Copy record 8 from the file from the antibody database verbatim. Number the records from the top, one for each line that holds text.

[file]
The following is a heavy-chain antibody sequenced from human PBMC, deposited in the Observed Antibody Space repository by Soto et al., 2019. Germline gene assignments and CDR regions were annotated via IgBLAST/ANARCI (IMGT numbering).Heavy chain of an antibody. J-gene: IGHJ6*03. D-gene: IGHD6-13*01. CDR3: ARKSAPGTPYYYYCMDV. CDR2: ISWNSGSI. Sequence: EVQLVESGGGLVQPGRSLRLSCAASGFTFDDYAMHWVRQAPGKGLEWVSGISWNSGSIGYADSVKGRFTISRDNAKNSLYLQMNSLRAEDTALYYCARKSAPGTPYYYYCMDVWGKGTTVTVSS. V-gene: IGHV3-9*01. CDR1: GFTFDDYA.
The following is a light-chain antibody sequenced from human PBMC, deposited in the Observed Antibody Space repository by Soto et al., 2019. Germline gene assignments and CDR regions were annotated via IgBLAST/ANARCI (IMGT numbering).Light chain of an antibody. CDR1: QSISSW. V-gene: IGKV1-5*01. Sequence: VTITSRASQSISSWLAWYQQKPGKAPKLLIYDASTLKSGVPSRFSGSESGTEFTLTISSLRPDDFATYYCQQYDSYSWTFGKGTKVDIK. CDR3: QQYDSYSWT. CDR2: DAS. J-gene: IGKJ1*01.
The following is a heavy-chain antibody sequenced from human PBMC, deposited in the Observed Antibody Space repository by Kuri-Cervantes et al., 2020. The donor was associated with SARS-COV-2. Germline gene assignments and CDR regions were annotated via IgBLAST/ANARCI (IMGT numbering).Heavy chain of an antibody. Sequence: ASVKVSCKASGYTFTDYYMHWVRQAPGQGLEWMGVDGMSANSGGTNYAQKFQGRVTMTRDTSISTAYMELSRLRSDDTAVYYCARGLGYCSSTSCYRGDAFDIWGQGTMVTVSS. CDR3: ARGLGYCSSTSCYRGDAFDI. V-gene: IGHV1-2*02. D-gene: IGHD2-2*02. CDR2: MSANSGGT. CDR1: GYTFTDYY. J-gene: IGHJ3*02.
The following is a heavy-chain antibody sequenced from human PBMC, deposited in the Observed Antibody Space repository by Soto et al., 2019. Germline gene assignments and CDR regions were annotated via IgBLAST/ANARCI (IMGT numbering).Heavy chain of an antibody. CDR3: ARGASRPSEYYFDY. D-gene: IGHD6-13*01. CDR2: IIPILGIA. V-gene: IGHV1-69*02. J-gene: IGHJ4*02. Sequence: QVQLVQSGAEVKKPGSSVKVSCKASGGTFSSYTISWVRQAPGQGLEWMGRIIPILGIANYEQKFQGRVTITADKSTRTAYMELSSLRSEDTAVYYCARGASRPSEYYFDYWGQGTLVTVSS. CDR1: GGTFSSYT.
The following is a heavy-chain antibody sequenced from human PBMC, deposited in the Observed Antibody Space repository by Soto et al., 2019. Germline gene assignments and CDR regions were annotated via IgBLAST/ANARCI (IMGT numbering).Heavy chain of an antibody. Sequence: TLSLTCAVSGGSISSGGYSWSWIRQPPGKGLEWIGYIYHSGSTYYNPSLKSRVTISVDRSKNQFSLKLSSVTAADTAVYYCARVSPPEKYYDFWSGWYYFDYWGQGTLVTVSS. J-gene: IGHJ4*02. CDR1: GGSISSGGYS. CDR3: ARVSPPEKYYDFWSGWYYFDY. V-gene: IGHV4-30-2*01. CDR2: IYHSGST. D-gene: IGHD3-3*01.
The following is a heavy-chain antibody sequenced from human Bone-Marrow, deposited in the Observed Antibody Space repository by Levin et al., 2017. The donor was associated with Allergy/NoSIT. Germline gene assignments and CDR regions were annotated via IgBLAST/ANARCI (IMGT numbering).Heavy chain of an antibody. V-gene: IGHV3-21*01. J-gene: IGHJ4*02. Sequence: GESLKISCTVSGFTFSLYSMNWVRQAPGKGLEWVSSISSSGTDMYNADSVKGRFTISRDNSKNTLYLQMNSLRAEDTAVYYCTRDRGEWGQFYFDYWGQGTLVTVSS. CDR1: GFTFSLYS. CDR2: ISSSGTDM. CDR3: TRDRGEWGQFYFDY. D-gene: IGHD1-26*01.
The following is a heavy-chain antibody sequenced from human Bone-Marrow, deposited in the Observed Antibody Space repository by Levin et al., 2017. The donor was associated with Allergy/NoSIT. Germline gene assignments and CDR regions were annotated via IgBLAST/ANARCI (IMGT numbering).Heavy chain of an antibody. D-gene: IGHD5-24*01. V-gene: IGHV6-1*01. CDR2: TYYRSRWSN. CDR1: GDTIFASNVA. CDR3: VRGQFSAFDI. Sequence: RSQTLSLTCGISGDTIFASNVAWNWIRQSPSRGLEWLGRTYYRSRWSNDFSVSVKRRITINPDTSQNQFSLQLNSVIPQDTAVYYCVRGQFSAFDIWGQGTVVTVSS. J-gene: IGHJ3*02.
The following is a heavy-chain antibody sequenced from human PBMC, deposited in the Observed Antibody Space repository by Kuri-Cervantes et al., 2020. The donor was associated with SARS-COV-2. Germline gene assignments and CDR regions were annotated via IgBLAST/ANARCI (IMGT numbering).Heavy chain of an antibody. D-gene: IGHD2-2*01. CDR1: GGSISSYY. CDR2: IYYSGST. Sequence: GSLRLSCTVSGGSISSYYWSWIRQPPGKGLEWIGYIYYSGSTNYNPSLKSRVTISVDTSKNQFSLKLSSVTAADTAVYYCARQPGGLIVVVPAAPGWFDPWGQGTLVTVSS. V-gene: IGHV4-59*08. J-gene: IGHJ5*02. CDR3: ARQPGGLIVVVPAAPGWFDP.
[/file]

The following is a heavy-chain antibody sequenced from human PBMC, deposited in the Observed Antibody Space repository by Kuri-Cervantes et al., 2020. The donor was associated with SARS-COV-2. Germline gene assignments and CDR regions were annotated via IgBLAST/ANARCI (IMGT numbering).Heavy chain of an antibody. D-gene: IGHD2-2*01. CDR1: GGSISSYY. CDR2: IYYSGST. Sequence: GSLRLSCTVSGGSISSYYWSWIRQPPGKGLEWIGYIYYSGSTNYNPSLKSRVTISVDTSKNQFSLKLSSVTAADTAVYYCARQPGGLIVVVPAAPGWFDPWGQGTLVTVSS. V-gene: IGHV4-59*08. J-gene: IGHJ5*02. CDR3: ARQPGGLIVVVPAAPGWFDP.